Blog of the IACL, AIDC

a network of constitutionalists from countries throughout the world

Call for Papers: “Abuse of the Constitution in Times of Emergency” at the 10th World Congress of Constitutional Law

Submissions Invited for Workshop on “Abuse of the Constitution in Times of Emergency” at the 10th World Congress of Constitutional Law

June 18-22, 2018, Seoul.

seoul has soul

Blog post written by Martin Scheinin, European University Institute and Richard Albert, The University of Texas at Austin

We are pleased to invite submissions for the IACL Workshop #2 on “Abuse of the Constitution in Times of Emergency” at the 10th World Congress of Constitutional Law, scheduled for June 18-22, 2018, in Seoul.

The subject of this Workshop is timely and important.

Many contemporary constitutions include one or more clauses related to a state of emergency. These clauses may alter the normal division of powers, typically between an elected parliament and an executive, or they may allow for derogations from some constitutionally protected fundamental rights. Often the latter type of emergency clauses are modelled along the lines of the derogation clauses in international human rights treaties (ICCPR art. 4, ECHR art. 15, IACHR art. 27), while there is much more diversity as to how a state of emergency may affect the powers and competences of various state organs.

As history has shown, the power to declare an emergency is susceptible to abuse not only in the politically expedient interests of self-entrenchment and the suppression of opposition, but also in order to achieve otherwise contested priorities or policy objectives that would be unattainable in ordinary times in the face of an effective opposition capable of delaying or thwarting them.

Have constitutional designers developed effective mechanisms to constrain the exercise of the power to declare an emergency? Does law have a role in times of emergency? To what end? Should we accept that law has little to say about such a state of affairs—one that is more political than legal? Or should law come to terms with the reality that it will forever remain defenseless in the face of pure power-plays that we often identify with prolonged declarations of emergency? Whether or not law has a role in policing the conduct of political actors during times of emergency, can it be denied that “sovereign is he who decides on the exception,” as Carl Schmitt famously declared?

This Workshop will inquire into the risk of abusing constitutional emergency clauses for purposes beyond what is necessary to respond to the emergency with measures that would legitimately aim at the restoration of normalcy while at the same time effectively containing the threat to the nation. The types of “abuses” we hope to discuss on the basis of papers submitted from Workshop participants include:

  • Invoking the emergency clause(s) in the absence of any actual emergency;
  • Using an emergency as an opportunity to introduce permanent change, in contrast to temporary measures aimed at the restoration of normalcy;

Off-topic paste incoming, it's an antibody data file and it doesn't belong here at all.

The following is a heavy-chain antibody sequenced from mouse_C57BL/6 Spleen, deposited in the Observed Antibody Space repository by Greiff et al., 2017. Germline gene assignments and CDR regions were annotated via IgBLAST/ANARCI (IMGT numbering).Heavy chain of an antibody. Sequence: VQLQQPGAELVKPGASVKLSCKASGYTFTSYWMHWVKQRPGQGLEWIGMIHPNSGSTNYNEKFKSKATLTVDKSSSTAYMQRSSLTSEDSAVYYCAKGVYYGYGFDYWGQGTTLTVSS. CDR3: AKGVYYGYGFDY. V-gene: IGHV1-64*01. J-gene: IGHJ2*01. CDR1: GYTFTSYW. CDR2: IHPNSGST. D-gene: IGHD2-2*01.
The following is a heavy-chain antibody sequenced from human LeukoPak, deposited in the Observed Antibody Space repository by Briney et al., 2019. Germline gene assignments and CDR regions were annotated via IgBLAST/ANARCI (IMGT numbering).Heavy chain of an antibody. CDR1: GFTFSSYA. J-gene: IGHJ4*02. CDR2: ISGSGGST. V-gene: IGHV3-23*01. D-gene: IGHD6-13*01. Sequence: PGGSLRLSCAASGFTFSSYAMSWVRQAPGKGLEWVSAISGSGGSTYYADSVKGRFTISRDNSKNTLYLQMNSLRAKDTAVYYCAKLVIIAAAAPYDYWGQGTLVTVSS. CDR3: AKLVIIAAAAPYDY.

• Deploying emergency powers to curtail opposition (political parties, new social movements, dissidents, trade unions, free media, indigenous peoples, or minority or religious groups);
  • Re-organizing the state administration with the purpose or effect of purging the administration, judiciary or academia of people not regarded as “loyal” to the regime;
  • Centralizing powers into the hands of the executive at the expense of the elected parliament or the constituent units of a federal state;
  • Breaching non-derogable rights;
  • Invoking an emergency for the wholesale suspension of fundamental rights, rather than imposing measured restrictions upon them;
  • Introducing restrictions to rights that as such are subject to legitimate derogation but without satisfying the requirements of necessity and proportionality;
  • Using the emergency clause(s) to legitimize breaches of the country’s international commitments, including human rights obligation.

We welcome submissions from scholars of all levels, including doctoral candidates in law and related disciplines. We will endeavor to assemble a group that reflects a diversity of perspectives, national origins, seniority and methodological approaches.

Submission instructions are available here: http://wccl2018-seoul.org/paper-submission.html.

All submissions should indicate the name, institutional affiliation and contact information of the author(s). All abstracts should also state clearly the title of the Workshop for which it is intended.

We look forward to leading a productive and enjoyable Workshop in Seoul, and we hope to see you there.

2 comments on “Call for Papers: “Abuse of the Constitution in Times of Emergency” at the 10th World Congress of Constitutional Law

  1. Pingback: I·CONnect – What’s New in Public Law

  2. Pingback: I·CONnect – What is New in Public Law?

Leave a Reply

Fill in your details below or click an icon to log in:

WordPress.com Logo

You are commenting using your WordPress.com account. Log Out /  Change )

Google+ photo

You are commenting using your Google+ account. Log Out /  Change )

Twitter picture

You are commenting using your Twitter account. Log Out /  Change )

Facebook photo

You are commenting using your Facebook account. Log Out /  Change )

w

Connecting to %s

Information

This entry was posted on February 4, 2018 by in Uncategorized.
%d bloggers like this: